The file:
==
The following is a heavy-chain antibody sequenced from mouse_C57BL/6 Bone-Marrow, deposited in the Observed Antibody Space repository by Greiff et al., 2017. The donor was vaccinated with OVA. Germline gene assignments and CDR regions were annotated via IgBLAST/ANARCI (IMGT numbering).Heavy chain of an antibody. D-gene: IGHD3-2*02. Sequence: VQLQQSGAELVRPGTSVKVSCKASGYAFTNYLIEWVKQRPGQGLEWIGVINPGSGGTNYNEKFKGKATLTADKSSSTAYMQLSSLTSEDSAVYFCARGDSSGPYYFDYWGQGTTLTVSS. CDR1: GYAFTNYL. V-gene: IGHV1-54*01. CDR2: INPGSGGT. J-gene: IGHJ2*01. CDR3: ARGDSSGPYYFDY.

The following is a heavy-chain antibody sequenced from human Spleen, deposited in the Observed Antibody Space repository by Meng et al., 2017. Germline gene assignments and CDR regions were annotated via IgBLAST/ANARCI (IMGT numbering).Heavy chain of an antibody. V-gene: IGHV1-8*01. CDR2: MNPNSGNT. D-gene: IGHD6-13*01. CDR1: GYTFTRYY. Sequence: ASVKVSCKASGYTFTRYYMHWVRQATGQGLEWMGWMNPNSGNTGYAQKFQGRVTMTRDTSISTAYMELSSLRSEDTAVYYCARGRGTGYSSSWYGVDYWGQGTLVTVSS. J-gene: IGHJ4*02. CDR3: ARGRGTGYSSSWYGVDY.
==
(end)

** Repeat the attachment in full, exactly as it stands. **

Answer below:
The following is a heavy-chain antibody sequenced from mouse_C57BL/6 Bone-Marrow, deposited in the Observed Antibody Space repository by Greiff et al., 2017. The donor was vaccinated with OVA. Germline gene assignments and CDR regions were annotated via IgBLAST/ANARCI (IMGT numbering).Heavy chain of an antibody. D-gene: IGHD3-2*02. Sequence: VQLQQSGAELVRPGTSVKVSCKASGYAFTNYLIEWVKQRPGQGLEWIGVINPGSGGTNYNEKFKGKATLTADKSSSTAYMQLSSLTSEDSAVYFCARGDSSGPYYFDYWGQGTTLTVSS. CDR1: GYAFTNYL. V-gene: IGHV1-54*01. CDR2: INPGSGGT. J-gene: IGHJ2*01. CDR3: ARGDSSGPYYFDY.

The following is a heavy-chain antibody sequenced from human Spleen, deposited in the Observed Antibody Space repository by Meng et al., 2017. Germline gene assignments and CDR regions were annotated via IgBLAST/ANARCI (IMGT numbering).Heavy chain of an antibody. V-gene: IGHV1-8*01. CDR2: MNPNSGNT. D-gene: IGHD6-13*01. CDR1: GYTFTRYY. Sequence: ASVKVSCKASGYTFTRYYMHWVRQATGQGLEWMGWMNPNSGNTGYAQKFQGRVTMTRDTSISTAYMELSSLRSEDTAVYYCARGRGTGYSSSWYGVDYWGQGTLVTVSS. J-gene: IGHJ4*02. CDR3: ARGRGTGYSSSWYGVDY.